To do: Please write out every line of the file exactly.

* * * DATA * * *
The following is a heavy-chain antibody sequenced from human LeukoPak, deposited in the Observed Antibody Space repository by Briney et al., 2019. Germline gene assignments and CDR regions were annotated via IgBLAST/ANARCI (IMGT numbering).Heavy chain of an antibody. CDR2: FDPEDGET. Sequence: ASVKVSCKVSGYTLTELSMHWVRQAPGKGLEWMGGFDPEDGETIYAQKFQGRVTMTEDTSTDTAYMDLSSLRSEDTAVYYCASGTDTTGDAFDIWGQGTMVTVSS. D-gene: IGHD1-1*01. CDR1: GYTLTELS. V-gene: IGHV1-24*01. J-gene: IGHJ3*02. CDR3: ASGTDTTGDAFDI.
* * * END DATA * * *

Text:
The following is a heavy-chain antibody sequenced from human LeukoPak, deposited in the Observed Antibody Space repository by Briney et al., 2019. Germline gene assignments and CDR regions were annotated via IgBLAST/ANARCI (IMGT numbering).Heavy chain of an antibody. CDR2: FDPEDGET. Sequence: ASVKVSCKVSGYTLTELSMHWVRQAPGKGLEWMGGFDPEDGETIYAQKFQGRVTMTEDTSTDTAYMDLSSLRSEDTAVYYCASGTDTTGDAFDIWGQGTMVTVSS. D-gene: IGHD1-1*01. CDR1: GYTLTELS. V-gene: IGHV1-24*01. J-gene: IGHJ3*02. CDR3: ASGTDTTGDAFDI.